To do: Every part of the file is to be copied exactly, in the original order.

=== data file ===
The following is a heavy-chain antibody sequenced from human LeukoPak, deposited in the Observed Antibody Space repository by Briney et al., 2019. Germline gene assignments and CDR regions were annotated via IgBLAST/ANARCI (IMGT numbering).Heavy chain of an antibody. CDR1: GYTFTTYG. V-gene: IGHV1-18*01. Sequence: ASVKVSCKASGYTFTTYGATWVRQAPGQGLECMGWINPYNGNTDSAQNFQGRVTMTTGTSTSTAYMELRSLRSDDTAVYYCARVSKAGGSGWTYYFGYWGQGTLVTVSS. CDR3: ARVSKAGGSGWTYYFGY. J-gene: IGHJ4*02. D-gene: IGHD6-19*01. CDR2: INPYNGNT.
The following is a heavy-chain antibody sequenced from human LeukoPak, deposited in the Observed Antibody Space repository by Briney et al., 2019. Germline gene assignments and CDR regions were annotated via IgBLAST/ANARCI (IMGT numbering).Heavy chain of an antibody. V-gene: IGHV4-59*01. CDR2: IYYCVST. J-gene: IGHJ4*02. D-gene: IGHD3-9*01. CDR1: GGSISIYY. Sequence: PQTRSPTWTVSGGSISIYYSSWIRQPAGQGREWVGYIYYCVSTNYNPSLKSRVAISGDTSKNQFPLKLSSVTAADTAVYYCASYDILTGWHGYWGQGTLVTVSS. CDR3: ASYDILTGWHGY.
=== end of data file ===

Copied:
The following is a heavy-chain antibody sequenced from human LeukoPak, deposited in the Observed Antibody Space repository by Briney et al., 2019. Germline gene assignments and CDR regions were annotated via IgBLAST/ANARCI (IMGT numbering).Heavy chain of an antibody. CDR1: GYTFTTYG. V-gene: IGHV1-18*01. Sequence: ASVKVSCKASGYTFTTYGATWVRQAPGQGLECMGWINPYNGNTDSAQNFQGRVTMTTGTSTSTAYMELRSLRSDDTAVYYCARVSKAGGSGWTYYFGYWGQGTLVTVSS. CDR3: ARVSKAGGSGWTYYFGY. J-gene: IGHJ4*02. D-gene: IGHD6-19*01. CDR2: INPYNGNT.
The following is a heavy-chain antibody sequenced from human LeukoPak, deposited in the Observed Antibody Space repository by Briney et al., 2019. Germline gene assignments and CDR regions were annotated via IgBLAST/ANARCI (IMGT numbering).Heavy chain of an antibody. V-gene: IGHV4-59*01. CDR2: IYYCVST. J-gene: IGHJ4*02. D-gene: IGHD3-9*01. CDR1: GGSISIYY. Sequence: PQTRSPTWTVSGGSISIYYSSWIRQPAGQGREWVGYIYYCVSTNYNPSLKSRVAISGDTSKNQFPLKLSSVTAADTAVYYCASYDILTGWHGYWGQGTLVTVSS. CDR3: ASYDILTGWHGY.